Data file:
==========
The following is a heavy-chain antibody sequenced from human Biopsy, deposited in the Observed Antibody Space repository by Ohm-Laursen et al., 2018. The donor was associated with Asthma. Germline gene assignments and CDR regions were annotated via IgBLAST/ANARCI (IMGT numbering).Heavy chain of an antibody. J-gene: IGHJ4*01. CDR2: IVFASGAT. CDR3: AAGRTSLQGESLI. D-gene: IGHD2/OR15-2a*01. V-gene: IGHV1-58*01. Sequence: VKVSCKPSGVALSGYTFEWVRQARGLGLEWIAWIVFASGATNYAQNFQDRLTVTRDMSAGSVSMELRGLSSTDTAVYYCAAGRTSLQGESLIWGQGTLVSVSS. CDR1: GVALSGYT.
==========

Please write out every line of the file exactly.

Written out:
The following is a heavy-chain antibody sequenced from human Biopsy, deposited in the Observed Antibody Space repository by Ohm-Laursen et al., 2018. The donor was associated with Asthma. Germline gene assignments and CDR regions were annotated via IgBLAST/ANARCI (IMGT numbering).Heavy chain of an antibody. J-gene: IGHJ4*01. CDR2: IVFASGAT. CDR3: AAGRTSLQGESLI. D-gene: IGHD2/OR15-2a*01. V-gene: IGHV1-58*01. Sequence: VKVSCKPSGVALSGYTFEWVRQARGLGLEWIAWIVFASGATNYAQNFQDRLTVTRDMSAGSVSMELRGLSSTDTAVYYCAAGRTSLQGESLIWGQGTLVSVSS. CDR1: GVALSGYT.